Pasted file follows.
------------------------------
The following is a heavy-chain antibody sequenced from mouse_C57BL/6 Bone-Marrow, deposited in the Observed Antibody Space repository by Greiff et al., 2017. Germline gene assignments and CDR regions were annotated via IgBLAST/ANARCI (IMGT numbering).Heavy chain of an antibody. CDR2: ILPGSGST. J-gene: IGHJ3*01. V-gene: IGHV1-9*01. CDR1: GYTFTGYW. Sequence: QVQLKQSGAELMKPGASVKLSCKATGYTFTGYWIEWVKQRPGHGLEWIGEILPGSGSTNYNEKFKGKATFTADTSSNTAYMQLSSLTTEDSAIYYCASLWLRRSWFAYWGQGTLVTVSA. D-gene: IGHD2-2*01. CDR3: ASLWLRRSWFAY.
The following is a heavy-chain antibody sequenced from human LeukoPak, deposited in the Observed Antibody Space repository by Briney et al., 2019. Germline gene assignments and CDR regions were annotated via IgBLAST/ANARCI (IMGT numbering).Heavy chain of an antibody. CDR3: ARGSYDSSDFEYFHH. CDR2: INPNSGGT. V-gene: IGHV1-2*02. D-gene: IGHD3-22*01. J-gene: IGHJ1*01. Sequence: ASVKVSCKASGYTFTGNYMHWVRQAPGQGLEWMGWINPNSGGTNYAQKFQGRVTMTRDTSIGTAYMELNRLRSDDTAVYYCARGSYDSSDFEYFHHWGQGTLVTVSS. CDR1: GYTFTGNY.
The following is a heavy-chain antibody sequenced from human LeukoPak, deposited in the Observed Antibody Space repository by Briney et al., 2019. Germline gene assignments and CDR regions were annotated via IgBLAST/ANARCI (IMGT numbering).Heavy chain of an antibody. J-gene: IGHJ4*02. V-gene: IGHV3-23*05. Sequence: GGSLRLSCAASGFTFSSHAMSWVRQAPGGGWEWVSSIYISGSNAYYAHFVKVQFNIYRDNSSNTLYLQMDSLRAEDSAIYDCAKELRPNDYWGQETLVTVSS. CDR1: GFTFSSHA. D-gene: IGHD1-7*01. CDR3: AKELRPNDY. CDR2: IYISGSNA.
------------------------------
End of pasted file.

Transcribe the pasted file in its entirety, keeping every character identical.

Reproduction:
The following is a heavy-chain antibody sequenced from mouse_C57BL/6 Bone-Marrow, deposited in the Observed Antibody Space repository by Greiff et al., 2017. Germline gene assignments and CDR regions were annotated via IgBLAST/ANARCI (IMGT numbering).Heavy chain of an antibody. CDR2: ILPGSGST. J-gene: IGHJ3*01. V-gene: IGHV1-9*01. CDR1: GYTFTGYW. Sequence: QVQLKQSGAELMKPGASVKLSCKATGYTFTGYWIEWVKQRPGHGLEWIGEILPGSGSTNYNEKFKGKATFTADTSSNTAYMQLSSLTTEDSAIYYCASLWLRRSWFAYWGQGTLVTVSA. D-gene: IGHD2-2*01. CDR3: ASLWLRRSWFAY.
The following is a heavy-chain antibody sequenced from human LeukoPak, deposited in the Observed Antibody Space repository by Briney et al., 2019. Germline gene assignments and CDR regions were annotated via IgBLAST/ANARCI (IMGT numbering).Heavy chain of an antibody. CDR3: ARGSYDSSDFEYFHH. CDR2: INPNSGGT. V-gene: IGHV1-2*02. D-gene: IGHD3-22*01. J-gene: IGHJ1*01. Sequence: ASVKVSCKASGYTFTGNYMHWVRQAPGQGLEWMGWINPNSGGTNYAQKFQGRVTMTRDTSIGTAYMELNRLRSDDTAVYYCARGSYDSSDFEYFHHWGQGTLVTVSS. CDR1: GYTFTGNY.
The following is a heavy-chain antibody sequenced from human LeukoPak, deposited in the Observed Antibody Space repository by Briney et al., 2019. Germline gene assignments and CDR regions were annotated via IgBLAST/ANARCI (IMGT numbering).Heavy chain of an antibody. J-gene: IGHJ4*02. V-gene: IGHV3-23*05. Sequence: GGSLRLSCAASGFTFSSHAMSWVRQAPGGGWEWVSSIYISGSNAYYAHFVKVQFNIYRDNSSNTLYLQMDSLRAEDSAIYDCAKELRPNDYWGQETLVTVSS. CDR1: GFTFSSHA. D-gene: IGHD1-7*01. CDR3: AKELRPNDY. CDR2: IYISGSNA.